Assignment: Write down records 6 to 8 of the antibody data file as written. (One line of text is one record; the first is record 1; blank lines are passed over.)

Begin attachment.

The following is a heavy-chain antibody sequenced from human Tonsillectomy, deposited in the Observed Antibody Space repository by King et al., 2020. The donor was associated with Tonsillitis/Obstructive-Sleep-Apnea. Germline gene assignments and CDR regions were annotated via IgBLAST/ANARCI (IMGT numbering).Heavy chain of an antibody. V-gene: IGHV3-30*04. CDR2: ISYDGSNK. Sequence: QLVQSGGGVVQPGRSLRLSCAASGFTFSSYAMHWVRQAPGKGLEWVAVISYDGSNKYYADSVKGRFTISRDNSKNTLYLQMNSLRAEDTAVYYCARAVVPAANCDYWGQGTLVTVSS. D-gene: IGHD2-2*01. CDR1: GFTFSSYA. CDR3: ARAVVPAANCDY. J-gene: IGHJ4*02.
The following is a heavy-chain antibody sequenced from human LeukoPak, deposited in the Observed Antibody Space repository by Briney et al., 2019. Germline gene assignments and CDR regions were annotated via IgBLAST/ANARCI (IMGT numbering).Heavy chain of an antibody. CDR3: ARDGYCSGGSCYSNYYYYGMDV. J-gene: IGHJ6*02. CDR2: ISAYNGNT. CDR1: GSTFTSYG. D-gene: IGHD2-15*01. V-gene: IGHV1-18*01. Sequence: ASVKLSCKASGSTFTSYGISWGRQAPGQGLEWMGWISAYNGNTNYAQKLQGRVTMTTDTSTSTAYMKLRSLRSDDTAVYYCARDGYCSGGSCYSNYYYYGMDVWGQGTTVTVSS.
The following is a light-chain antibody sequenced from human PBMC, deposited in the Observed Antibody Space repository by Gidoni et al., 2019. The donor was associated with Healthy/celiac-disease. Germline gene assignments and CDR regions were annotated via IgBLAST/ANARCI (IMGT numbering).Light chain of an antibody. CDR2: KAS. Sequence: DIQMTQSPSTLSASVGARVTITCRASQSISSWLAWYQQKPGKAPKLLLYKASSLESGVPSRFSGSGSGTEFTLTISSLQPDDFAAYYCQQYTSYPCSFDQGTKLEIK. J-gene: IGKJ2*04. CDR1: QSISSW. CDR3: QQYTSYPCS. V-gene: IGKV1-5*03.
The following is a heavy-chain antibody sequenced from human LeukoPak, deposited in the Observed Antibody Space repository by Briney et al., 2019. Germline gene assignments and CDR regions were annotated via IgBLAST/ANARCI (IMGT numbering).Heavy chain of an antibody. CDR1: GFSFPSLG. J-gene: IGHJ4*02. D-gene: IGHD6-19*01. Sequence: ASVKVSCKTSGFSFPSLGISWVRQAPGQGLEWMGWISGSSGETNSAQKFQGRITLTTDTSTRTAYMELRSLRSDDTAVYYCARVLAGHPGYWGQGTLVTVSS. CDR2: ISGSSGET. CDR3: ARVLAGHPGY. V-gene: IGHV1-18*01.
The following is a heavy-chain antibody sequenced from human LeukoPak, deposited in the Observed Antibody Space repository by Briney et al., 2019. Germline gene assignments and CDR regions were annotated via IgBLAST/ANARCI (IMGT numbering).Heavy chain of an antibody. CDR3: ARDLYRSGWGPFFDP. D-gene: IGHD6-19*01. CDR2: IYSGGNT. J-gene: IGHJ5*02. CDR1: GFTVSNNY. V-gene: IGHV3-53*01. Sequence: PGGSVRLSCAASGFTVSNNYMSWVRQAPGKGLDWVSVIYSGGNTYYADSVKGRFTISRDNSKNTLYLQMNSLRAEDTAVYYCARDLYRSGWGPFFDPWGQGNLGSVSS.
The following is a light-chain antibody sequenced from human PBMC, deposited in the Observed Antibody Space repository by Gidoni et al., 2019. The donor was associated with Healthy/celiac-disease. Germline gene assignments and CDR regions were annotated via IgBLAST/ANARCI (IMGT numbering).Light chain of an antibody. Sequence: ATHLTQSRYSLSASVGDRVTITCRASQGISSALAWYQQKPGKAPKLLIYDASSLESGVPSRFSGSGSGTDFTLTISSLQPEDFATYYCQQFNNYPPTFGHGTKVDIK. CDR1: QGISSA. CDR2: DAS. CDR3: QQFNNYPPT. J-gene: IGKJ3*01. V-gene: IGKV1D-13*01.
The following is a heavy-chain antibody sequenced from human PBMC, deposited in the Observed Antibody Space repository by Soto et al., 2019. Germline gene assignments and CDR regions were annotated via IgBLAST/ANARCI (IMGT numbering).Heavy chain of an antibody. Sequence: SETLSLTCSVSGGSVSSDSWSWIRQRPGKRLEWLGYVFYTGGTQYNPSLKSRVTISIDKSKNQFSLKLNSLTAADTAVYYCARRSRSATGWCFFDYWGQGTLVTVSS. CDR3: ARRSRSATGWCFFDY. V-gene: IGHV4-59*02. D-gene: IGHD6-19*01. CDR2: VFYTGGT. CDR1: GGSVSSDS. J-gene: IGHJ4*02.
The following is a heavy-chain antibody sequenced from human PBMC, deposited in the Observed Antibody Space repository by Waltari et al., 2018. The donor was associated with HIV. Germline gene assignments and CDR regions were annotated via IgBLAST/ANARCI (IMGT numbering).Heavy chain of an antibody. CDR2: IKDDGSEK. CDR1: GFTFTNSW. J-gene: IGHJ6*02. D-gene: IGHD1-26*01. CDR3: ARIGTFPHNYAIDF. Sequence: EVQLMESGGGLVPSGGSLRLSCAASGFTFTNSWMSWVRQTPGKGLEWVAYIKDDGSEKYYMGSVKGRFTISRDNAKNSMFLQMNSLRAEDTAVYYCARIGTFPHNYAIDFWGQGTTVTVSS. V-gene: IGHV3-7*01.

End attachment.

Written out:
The following is a light-chain antibody sequenced from human PBMC, deposited in the Observed Antibody Space repository by Gidoni et al., 2019. The donor was associated with Healthy/celiac-disease. Germline gene assignments and CDR regions were annotated via IgBLAST/ANARCI (IMGT numbering).Light chain of an antibody. Sequence: ATHLTQSRYSLSASVGDRVTITCRASQGISSALAWYQQKPGKAPKLLIYDASSLESGVPSRFSGSGSGTDFTLTISSLQPEDFATYYCQQFNNYPPTFGHGTKVDIK. CDR1: QGISSA. CDR2: DAS. CDR3: QQFNNYPPT. J-gene: IGKJ3*01. V-gene: IGKV1D-13*01.
The following is a heavy-chain antibody sequenced from human PBMC, deposited in the Observed Antibody Space repository by Soto et al., 2019. Germline gene assignments and CDR regions were annotated via IgBLAST/ANARCI (IMGT numbering).Heavy chain of an antibody. Sequence: SETLSLTCSVSGGSVSSDSWSWIRQRPGKRLEWLGYVFYTGGTQYNPSLKSRVTISIDKSKNQFSLKLNSLTAADTAVYYCARRSRSATGWCFFDYWGQGTLVTVSS. CDR3: ARRSRSATGWCFFDY. V-gene: IGHV4-59*02. D-gene: IGHD6-19*01. CDR2: VFYTGGT. CDR1: GGSVSSDS. J-gene: IGHJ4*02.
The following is a heavy-chain antibody sequenced from human PBMC, deposited in the Observed Antibody Space repository by Waltari et al., 2018. The donor was associated with HIV. Germline gene assignments and CDR regions were annotated via IgBLAST/ANARCI (IMGT numbering).Heavy chain of an antibody. CDR2: IKDDGSEK. CDR1: GFTFTNSW. J-gene: IGHJ6*02. D-gene: IGHD1-26*01. CDR3: ARIGTFPHNYAIDF. Sequence: EVQLMESGGGLVPSGGSLRLSCAASGFTFTNSWMSWVRQTPGKGLEWVAYIKDDGSEKYYMGSVKGRFTISRDNAKNSMFLQMNSLRAEDTAVYYCARIGTFPHNYAIDFWGQGTTVTVSS. V-gene: IGHV3-7*01.